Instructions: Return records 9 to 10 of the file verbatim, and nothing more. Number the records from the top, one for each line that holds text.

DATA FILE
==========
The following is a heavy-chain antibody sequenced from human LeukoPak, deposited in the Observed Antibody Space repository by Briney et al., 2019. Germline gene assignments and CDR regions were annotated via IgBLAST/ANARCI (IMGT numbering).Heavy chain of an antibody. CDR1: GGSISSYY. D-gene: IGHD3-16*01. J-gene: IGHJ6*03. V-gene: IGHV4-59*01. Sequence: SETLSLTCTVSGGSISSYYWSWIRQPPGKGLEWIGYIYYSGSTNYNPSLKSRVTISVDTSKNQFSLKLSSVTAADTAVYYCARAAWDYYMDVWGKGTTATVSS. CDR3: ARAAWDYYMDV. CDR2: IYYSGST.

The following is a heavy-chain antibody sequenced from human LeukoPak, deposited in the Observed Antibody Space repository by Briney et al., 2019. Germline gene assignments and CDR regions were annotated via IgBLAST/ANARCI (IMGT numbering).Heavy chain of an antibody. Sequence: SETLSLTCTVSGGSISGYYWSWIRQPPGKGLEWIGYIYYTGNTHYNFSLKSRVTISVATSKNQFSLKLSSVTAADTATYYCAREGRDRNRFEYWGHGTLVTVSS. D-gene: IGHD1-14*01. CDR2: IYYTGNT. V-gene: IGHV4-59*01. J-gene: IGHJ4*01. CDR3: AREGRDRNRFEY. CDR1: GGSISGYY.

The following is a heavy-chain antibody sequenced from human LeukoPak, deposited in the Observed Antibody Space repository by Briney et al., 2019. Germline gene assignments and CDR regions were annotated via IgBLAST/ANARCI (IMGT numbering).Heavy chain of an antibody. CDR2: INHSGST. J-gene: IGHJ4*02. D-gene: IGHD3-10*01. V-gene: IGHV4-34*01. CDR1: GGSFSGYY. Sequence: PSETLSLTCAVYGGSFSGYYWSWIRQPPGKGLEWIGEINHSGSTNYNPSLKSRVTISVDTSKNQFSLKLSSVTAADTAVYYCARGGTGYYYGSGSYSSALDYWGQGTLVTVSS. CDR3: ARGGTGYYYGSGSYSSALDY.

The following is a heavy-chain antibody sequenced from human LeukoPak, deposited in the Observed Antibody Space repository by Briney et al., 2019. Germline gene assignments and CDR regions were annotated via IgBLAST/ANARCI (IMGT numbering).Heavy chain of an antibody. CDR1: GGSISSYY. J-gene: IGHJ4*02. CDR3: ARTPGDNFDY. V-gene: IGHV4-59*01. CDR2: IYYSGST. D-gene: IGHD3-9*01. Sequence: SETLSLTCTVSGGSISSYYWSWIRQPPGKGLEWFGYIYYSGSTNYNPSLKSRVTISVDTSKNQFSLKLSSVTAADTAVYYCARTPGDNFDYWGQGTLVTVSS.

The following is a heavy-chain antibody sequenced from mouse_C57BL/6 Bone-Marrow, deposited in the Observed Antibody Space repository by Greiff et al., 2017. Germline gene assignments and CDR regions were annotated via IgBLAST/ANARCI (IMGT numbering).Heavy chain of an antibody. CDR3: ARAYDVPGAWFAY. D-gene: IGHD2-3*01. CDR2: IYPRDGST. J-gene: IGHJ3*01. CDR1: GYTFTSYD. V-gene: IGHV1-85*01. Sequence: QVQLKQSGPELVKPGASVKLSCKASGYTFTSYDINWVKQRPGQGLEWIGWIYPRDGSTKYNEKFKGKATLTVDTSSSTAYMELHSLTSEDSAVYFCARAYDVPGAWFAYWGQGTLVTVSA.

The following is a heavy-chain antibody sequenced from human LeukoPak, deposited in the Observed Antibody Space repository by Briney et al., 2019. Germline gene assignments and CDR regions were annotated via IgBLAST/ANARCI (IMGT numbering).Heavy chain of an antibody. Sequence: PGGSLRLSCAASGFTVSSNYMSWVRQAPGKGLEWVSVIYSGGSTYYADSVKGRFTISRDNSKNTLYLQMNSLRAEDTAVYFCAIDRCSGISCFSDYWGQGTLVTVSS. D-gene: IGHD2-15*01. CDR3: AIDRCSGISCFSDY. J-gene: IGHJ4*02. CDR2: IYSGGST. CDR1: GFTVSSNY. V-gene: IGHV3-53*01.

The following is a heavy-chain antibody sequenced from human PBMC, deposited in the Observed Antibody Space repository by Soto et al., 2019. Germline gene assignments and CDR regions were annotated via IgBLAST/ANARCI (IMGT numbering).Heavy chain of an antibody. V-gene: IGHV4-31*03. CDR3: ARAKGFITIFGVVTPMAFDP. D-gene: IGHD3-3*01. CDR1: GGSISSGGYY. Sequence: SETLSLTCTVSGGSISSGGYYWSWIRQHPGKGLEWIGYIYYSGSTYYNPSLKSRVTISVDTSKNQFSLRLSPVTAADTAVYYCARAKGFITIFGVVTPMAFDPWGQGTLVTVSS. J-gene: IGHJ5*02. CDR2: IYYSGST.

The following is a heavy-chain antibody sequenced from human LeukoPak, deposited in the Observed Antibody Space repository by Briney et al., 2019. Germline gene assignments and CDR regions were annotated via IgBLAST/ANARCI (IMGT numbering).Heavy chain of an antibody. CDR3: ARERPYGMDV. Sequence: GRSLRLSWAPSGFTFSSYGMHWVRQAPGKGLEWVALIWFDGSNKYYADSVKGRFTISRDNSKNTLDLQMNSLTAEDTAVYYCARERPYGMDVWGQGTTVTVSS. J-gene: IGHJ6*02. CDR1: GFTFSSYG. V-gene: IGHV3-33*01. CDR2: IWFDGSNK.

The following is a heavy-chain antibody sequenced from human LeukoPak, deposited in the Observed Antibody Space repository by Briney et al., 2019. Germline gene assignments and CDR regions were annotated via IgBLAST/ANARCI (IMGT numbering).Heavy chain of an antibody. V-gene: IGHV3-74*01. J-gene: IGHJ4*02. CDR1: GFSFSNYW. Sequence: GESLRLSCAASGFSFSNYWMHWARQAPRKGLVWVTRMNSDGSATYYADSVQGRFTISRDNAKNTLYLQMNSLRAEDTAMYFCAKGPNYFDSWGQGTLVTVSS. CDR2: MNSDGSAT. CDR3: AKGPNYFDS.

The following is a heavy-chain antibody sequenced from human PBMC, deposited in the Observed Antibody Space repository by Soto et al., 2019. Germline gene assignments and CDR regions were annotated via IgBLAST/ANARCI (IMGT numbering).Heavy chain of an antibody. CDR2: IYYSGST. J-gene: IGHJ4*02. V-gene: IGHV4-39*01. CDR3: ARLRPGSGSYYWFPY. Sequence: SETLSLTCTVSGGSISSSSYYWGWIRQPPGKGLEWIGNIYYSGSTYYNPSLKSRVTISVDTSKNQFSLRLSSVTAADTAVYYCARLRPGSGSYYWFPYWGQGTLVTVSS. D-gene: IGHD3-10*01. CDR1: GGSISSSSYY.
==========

The following is a heavy-chain antibody sequenced from human LeukoPak, deposited in the Observed Antibody Space repository by Briney et al., 2019. Germline gene assignments and CDR regions were annotated via IgBLAST/ANARCI (IMGT numbering).Heavy chain of an antibody. V-gene: IGHV3-74*01. J-gene: IGHJ4*02. CDR1: GFSFSNYW. Sequence: GESLRLSCAASGFSFSNYWMHWARQAPRKGLVWVTRMNSDGSATYYADSVQGRFTISRDNAKNTLYLQMNSLRAEDTAMYFCAKGPNYFDSWGQGTLVTVSS. CDR2: MNSDGSAT. CDR3: AKGPNYFDS.

The following is a heavy-chain antibody sequenced from human PBMC, deposited in the Observed Antibody Space repository by Soto et al., 2019. Germline gene assignments and CDR regions were annotated via IgBLAST/ANARCI (IMGT numbering).Heavy chain of an antibody. CDR2: IYYSGST. J-gene: IGHJ4*02. V-gene: IGHV4-39*01. CDR3: ARLRPGSGSYYWFPY. Sequence: SETLSLTCTVSGGSISSSSYYWGWIRQPPGKGLEWIGNIYYSGSTYYNPSLKSRVTISVDTSKNQFSLRLSSVTAADTAVYYCARLRPGSGSYYWFPYWGQGTLVTVSS. D-gene: IGHD3-10*01. CDR1: GGSISSSSYY.